SMSF commercialQ: As a small business owner I have heard about the opportunity of creating a Self-Managed Superannuation Fund (SMSF) to purchase the commercial premises from which I currently operate my business. What do I need to consider?

A:  For many small to medium enterprises, it possible to transfer the owner’s super balance into a SMSF to help purchase a commercial property which is classified as business real property. The property can be leased to a member or a related party’s business of the SMSF.

Commencing a SMSF is a big decision in its own right and should be considered as part of your overall goals and objectives.  The amount of funds required to establish a SMSF has been debated and the relevant regulators have set minimum benchmarks. Clients with $400,000 to $500,000 in superannuation can achieve some excellent outcomes by commencing a SMSF to gain control of their retirement savings. In a recent Blog Post, Andrew Heaven outlines the key reasons you should consider before commencing a SMSF – click here.

An SMSF will incur additional compliance costs including, establishment costs, ongoing SMSF auditor’s costs, record keeping and administrative costs, annual tax return costs and ASIC compliance costs if using a corporate trustee. It is therefore important that you obtain financial advice to consider whether establishing a SMSF is the right decision for you.

Under the super laws, a SMSF can purchase a commercial property and lease it back to a member or a related party of the fund – including the member’s business[1].   An arm’s length lease arrangement is important when leasing property to a member or related party of the fund. The trustees need a documented lease arrangement between the SMSF and the business whilst the arm’s length value of the lease payments would need to be confirmed by a commercial real estate agent or determined by a registered property valuer[2].

Should the Australian Tax Office determine that the value of the lease payments is above or below the market value, then this can create taxation and compliance issues.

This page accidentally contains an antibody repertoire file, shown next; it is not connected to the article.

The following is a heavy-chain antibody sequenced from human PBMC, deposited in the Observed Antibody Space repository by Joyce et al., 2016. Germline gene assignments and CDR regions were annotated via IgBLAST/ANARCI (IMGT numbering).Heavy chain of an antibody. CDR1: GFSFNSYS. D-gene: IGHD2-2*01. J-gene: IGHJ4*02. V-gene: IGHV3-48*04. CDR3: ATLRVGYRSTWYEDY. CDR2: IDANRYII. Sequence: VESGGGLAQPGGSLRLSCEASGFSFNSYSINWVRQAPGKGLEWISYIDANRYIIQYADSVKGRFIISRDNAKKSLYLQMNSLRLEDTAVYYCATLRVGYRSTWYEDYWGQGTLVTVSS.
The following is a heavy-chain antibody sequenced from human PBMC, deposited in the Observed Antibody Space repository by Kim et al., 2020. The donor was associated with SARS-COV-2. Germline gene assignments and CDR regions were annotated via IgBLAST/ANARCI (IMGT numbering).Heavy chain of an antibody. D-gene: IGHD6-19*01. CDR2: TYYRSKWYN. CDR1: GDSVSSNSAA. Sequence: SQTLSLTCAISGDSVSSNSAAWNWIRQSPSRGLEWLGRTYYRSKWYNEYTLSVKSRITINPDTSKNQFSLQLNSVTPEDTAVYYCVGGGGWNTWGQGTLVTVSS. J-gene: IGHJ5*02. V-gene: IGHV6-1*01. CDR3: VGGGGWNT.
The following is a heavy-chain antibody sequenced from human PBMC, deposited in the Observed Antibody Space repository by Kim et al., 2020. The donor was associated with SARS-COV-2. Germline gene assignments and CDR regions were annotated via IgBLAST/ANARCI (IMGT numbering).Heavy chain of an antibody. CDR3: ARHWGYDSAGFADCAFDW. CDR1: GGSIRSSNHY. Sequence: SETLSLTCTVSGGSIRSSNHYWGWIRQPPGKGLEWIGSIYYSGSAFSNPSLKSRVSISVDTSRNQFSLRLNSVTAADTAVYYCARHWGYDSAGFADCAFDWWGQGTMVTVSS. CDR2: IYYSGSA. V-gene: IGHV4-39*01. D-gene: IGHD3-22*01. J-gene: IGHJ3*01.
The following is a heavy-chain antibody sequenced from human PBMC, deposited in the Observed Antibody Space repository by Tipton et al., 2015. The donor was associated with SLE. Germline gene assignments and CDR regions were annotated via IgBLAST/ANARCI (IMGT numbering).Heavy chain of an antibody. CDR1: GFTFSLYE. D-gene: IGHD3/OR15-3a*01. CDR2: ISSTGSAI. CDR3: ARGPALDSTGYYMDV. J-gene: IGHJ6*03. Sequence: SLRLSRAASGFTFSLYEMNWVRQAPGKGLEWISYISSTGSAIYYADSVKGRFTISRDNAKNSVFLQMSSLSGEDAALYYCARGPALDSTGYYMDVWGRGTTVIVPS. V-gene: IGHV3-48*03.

If you (or a related party) own the commercial property which is classified as business real property[3], the SMSF can purchase it from you (or a related party) at the current market value. Once the member (or a related party) receives the sale proceeds from the SMSF, this would allow repayment of business or personal debts (such as the home mortgage).

A SMSF can borrow to invest into commercial property providing the strict borrowing requirements are adhered to. You can consider partially funding the purchase with borrowings subject to finance approval and this being consistent with your long term goals and objectives. Undertaking a borrowing strategy does increase the risk involved as the repayment of the loan is directly linked to the financial success of your business.

An important consideration is the capital gains tax and stamp duty that will be incurred. Seeking taxation advice from your accountant is advisable and depending upon which state you live in, stamp duty concessions may exist.

Important considerations

  1. Your role as trustee – Your role as trustee of the fund is more involved than simply operating your business. This means you need to act in the best interest of the fund members at all times, and ensure the dealings with the related party is conducted on commercial arm’s length terms.
  2. Lease payments – The business must pay the ongoing lease payments to the SMSF regardless of the financial position of the business[4]. As trustee of the fund, you need to ensure the lease payments are up to date and the terms of the lease are enforced.
  3. Lack of diversification– Before you undertake the purchase of the commercial premises, you must have an investment strategy. This sets out your fund’s investment objectives and specifies the types of investments your fund can make. Purchasing one asset within the fund does not provide adequate diversification across different asset classes and needs to be reflected in the fund’s investment strategy. It also increases the risks involved should the business cease or the commercial premises fail to be leased in the long term.
  4. Succession planning– not only for the business but for passing on your superannuation to the next generation. Coupling the family business to your SMSF requires diligent consideration about what might happen in the future to avoid the premises being sold upon the death of a member in the SMSF. Providing the business with continuity is important. 

So what is next?

A SMSF and business can be a good mix if you follow the strict rules. It is important that you seek professional advice, as deciding whether to establish a SMSF, and then whether to purchase a commercial property through that SMSF can be complicated.

[1] As per s109 of the Superannuation Industry (Supervision) Act 1993
[2] Section 52 (6) (a)(iv) of the Superannuation Industry (Supervision) Act 1993 and Australian Tax Office Guidance – click here
[3] Refer to Self Managed Superannuation Funds Ruling SMSFR 2009/1
[4] As per s109 of the Superannuation Industry (Supervision) Act 1993